November 5, 2014
Want a pay rise? Here are our tips for negotiating one
Fundraising recruitment consultant Tim talks us through his thoughts on the process in our blog this week.
It seems that asking for pay rise is a cringe inducing conversation for many people so much so that many would even prefer to move jobs rather than have bring it up with their manager. But burying your head in the sand until that burning sense of resentment builds to crisis point is avoidable. Here's how.
Avoid the whole question
As obvious as this may sound, not having to ask for a pay rise is the easiest out. If you're in the position of having either a new role or a new manager, one of the first things on your tick list should be asking for a clearly defined route for progression.
Often roles will be recruited on a banding; having an outline of how to progress up that banding from the outset will leave less room for ambiguity further down the line. If there isn't a banding then talk about getting a framework put in place, if that's a dead end then suggest an annual salary review, at which point you will be in an easier position to have a frank conversation.
But let's say that none of this happened, that you've been in the same role on roughly the same salary for the last 18 months whilst everyone else around you is (seemingly) getting obscene pay rises. The first thing to ask is. have they?
Whilst asking your colleagues what they're currently earning is probably a conversation that's going to be further down the list than asking for a pay rise, in most industries there will be organisations (typically recruitment companies, or industry publications) that will conduct salary surveys, failing that, track salaries with similar jobs (ideally with competitors) on industry job boards.
Once you have some evidence that you're getting paid less than the average the next step is to start to think about what you've brought to the organisation that shows you're worth it. Arm yourself with a portfolio of examples than demonstrate where you have gone above and beyond the call of duty to bring in exceptional results, save money or improve quality (assuming you have some), avoid citing examples of things that form part of your day to day job description, then all you need to do is ask.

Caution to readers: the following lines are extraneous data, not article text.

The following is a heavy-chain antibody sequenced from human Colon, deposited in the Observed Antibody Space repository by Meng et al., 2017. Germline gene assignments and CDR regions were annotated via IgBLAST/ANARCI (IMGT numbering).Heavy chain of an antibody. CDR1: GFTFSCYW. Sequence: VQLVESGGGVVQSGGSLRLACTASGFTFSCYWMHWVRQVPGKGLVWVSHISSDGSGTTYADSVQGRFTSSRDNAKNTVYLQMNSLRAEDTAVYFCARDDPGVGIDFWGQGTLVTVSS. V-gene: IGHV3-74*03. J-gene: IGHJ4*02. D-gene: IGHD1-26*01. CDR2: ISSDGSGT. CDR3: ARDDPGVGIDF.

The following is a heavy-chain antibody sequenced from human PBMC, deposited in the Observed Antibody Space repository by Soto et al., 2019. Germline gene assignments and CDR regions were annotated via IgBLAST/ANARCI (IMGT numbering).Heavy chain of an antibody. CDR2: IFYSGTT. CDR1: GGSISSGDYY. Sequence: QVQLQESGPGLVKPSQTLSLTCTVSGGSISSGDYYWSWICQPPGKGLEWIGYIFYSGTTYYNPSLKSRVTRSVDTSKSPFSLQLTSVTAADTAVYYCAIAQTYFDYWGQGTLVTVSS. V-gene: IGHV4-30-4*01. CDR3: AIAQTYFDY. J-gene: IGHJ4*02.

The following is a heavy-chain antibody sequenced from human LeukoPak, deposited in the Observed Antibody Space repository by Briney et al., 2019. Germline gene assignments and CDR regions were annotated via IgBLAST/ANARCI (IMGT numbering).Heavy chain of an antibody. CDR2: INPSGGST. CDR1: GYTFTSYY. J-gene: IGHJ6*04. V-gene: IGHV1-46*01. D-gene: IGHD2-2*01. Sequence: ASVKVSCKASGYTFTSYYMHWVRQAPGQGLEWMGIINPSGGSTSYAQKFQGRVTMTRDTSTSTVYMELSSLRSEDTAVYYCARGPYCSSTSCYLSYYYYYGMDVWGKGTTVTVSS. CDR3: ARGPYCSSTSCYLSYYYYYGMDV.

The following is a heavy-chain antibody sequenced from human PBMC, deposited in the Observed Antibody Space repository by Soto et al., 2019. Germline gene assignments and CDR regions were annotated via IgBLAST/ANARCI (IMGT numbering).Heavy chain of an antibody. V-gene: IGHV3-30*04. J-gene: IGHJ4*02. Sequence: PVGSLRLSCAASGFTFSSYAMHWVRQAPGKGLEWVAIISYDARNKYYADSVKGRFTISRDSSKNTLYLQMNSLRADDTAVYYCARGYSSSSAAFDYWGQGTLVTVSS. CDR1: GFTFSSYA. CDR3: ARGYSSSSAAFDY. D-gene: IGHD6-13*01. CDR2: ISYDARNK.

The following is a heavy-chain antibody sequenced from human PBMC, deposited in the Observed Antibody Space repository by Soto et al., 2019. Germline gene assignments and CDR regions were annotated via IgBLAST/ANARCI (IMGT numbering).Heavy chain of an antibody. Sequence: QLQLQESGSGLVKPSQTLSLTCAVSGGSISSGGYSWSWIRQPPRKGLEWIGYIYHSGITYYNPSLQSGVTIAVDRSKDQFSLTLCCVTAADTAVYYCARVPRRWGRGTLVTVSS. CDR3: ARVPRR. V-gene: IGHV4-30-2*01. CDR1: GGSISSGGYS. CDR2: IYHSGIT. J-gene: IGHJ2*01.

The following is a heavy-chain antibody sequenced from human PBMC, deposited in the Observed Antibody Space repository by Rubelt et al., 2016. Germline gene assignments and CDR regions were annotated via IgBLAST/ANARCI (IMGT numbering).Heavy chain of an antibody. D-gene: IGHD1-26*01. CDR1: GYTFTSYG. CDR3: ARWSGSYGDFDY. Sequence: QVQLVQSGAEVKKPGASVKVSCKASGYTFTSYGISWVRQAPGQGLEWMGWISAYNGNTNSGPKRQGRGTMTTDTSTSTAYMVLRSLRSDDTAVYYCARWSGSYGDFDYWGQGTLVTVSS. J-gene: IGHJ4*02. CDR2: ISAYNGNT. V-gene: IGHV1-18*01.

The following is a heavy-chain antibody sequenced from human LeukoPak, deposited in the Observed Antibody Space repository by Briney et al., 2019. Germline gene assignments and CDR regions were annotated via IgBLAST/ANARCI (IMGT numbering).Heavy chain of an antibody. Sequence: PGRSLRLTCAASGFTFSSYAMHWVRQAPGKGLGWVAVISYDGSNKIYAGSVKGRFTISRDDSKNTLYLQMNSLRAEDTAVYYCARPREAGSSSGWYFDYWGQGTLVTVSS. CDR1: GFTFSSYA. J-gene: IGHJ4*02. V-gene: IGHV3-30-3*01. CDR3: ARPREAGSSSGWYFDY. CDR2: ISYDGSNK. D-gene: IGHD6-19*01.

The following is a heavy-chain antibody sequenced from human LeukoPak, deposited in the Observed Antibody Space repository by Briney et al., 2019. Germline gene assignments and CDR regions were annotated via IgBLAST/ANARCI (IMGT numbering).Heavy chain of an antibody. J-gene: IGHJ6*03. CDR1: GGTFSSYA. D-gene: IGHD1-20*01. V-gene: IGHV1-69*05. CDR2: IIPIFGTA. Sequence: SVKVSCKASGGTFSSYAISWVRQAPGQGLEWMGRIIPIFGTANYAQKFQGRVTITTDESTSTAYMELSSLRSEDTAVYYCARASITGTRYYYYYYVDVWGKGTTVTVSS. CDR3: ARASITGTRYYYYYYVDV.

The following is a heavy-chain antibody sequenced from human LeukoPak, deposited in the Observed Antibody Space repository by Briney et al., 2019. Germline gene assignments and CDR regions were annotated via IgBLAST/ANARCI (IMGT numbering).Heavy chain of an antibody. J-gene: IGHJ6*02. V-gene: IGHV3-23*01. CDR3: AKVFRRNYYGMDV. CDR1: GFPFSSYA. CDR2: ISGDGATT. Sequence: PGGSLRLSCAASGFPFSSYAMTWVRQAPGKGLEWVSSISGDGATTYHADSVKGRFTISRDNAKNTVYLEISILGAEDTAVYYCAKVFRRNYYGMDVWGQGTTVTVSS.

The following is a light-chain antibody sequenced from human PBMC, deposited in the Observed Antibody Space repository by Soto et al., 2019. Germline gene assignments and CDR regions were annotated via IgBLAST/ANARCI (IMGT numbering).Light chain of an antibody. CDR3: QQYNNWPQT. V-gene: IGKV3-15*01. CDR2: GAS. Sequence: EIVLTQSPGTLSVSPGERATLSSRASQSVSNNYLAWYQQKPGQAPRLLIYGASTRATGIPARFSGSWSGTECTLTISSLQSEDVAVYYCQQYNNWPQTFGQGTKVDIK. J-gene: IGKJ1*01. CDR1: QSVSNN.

When to ask is going to be crucial, if your organisation is going through redundancies then it's probably best to park the idea until the dust settles. Equally teeing up the conversation with your manager by inferring that you have something important to talk about is a good start, they'll (hopefully) block out enough time for you to go through things properly and get their mental cogs whirring about the fact that something is amiss.
You've got your meeting booked, the charity is doing well and you have evidence that you're both being underpaid and you're an indispensable member of the team that consistently performs to the top of your ability, what next?
Avoid giving an ultimatum as you're going to end up with one of three outcomes, the most positive of which will be actually getting your pay rise, but doing so by putting your manager under duress is going to leave a bad taste in their mouth. This may well play a part in their decision for future, organic, promotions. The second is that you have to make a U-turn and end up in the same position but with a failed attempt hanging over your head, and the final scenario is that they call your bluff and you find yourself looking for a new job, you may want to do this anyway but leaving on this note is unlikely to do your references any favours.
Instead present the evidence you have, explain what the industry standard for your role is and ask for a increase to a level that bring it in line to what is fair. The expectation that you'll leave the meeting with a higher salary is probably unrealistic, there is likely to be paperwork to be completed and red tape to be cut (if not then you may well ask yourself why it was so easy).
If after all that you hit a brick wall try asking 'What do I need to do to get a pay rise?', this is a great opportunity to get yourself in line for some career development. If your manager says you need to have experience with X, then ask for the chance to prove yourself, if it's a qualification in Y, then ask for some training.
The backup plan
...and if all that fails, maybe its time to buy a lottery ticket.
Tim Barnes is a recruitment consultant at Charity People where he specialises in Fundraising roles. You can find out more about him and the roles he recruits here.